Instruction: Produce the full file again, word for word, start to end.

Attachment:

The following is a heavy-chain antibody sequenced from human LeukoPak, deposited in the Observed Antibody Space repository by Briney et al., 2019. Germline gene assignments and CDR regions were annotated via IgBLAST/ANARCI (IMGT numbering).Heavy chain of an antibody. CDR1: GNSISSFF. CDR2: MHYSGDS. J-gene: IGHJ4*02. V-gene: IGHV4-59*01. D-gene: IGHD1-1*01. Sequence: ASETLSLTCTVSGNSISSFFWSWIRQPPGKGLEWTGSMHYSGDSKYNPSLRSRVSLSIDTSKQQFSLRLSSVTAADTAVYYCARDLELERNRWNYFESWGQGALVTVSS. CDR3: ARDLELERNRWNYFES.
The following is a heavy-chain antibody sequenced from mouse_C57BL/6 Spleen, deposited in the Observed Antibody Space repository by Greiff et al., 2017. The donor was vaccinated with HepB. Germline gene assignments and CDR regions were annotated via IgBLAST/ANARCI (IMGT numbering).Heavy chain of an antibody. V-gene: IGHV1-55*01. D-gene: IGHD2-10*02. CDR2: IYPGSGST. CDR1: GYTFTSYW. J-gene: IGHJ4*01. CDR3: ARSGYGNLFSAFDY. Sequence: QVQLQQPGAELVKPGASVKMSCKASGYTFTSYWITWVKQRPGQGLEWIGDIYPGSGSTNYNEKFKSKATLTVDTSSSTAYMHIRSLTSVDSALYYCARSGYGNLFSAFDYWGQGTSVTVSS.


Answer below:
The following is a heavy-chain antibody sequenced from human LeukoPak, deposited in the Observed Antibody Space repository by Briney et al., 2019. Germline gene assignments and CDR regions were annotated via IgBLAST/ANARCI (IMGT numbering).Heavy chain of an antibody. CDR1: GNSISSFF. CDR2: MHYSGDS. J-gene: IGHJ4*02. V-gene: IGHV4-59*01. D-gene: IGHD1-1*01. Sequence: ASETLSLTCTVSGNSISSFFWSWIRQPPGKGLEWTGSMHYSGDSKYNPSLRSRVSLSIDTSKQQFSLRLSSVTAADTAVYYCARDLELERNRWNYFESWGQGALVTVSS. CDR3: ARDLELERNRWNYFES.
The following is a heavy-chain antibody sequenced from mouse_C57BL/6 Spleen, deposited in the Observed Antibody Space repository by Greiff et al., 2017. The donor was vaccinated with HepB. Germline gene assignments and CDR regions were annotated via IgBLAST/ANARCI (IMGT numbering).Heavy chain of an antibody. V-gene: IGHV1-55*01. D-gene: IGHD2-10*02. CDR2: IYPGSGST. CDR1: GYTFTSYW. J-gene: IGHJ4*01. CDR3: ARSGYGNLFSAFDY. Sequence: QVQLQQPGAELVKPGASVKMSCKASGYTFTSYWITWVKQRPGQGLEWIGDIYPGSGSTNYNEKFKSKATLTVDTSSSTAYMHIRSLTSVDSALYYCARSGYGNLFSAFDYWGQGTSVTVSS.